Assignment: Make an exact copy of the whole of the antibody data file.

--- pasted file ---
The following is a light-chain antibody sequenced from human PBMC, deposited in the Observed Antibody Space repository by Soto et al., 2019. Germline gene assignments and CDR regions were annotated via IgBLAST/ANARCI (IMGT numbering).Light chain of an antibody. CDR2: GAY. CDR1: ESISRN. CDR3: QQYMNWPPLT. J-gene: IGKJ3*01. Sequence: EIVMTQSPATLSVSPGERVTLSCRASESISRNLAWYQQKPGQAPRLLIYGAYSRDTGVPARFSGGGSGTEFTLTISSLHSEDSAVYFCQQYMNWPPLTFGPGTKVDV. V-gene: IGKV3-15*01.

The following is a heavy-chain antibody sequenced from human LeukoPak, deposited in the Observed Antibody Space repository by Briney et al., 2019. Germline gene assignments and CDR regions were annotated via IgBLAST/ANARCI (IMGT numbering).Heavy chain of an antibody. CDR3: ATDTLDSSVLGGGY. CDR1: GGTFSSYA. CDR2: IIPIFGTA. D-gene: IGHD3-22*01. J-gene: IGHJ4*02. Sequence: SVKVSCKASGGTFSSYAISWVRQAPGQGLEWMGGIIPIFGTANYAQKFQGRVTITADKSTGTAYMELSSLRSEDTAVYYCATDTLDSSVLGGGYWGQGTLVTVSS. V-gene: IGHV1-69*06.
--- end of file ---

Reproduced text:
The following is a light-chain antibody sequenced from human PBMC, deposited in the Observed Antibody Space repository by Soto et al., 2019. Germline gene assignments and CDR regions were annotated via IgBLAST/ANARCI (IMGT numbering).Light chain of an antibody. CDR2: GAY. CDR1: ESISRN. CDR3: QQYMNWPPLT. J-gene: IGKJ3*01. Sequence: EIVMTQSPATLSVSPGERVTLSCRASESISRNLAWYQQKPGQAPRLLIYGAYSRDTGVPARFSGGGSGTEFTLTISSLHSEDSAVYFCQQYMNWPPLTFGPGTKVDV. V-gene: IGKV3-15*01.

The following is a heavy-chain antibody sequenced from human LeukoPak, deposited in the Observed Antibody Space repository by Briney et al., 2019. Germline gene assignments and CDR regions were annotated via IgBLAST/ANARCI (IMGT numbering).Heavy chain of an antibody. CDR3: ATDTLDSSVLGGGY. CDR1: GGTFSSYA. CDR2: IIPIFGTA. D-gene: IGHD3-22*01. J-gene: IGHJ4*02. Sequence: SVKVSCKASGGTFSSYAISWVRQAPGQGLEWMGGIIPIFGTANYAQKFQGRVTITADKSTGTAYMELSSLRSEDTAVYYCATDTLDSSVLGGGYWGQGTLVTVSS. V-gene: IGHV1-69*06.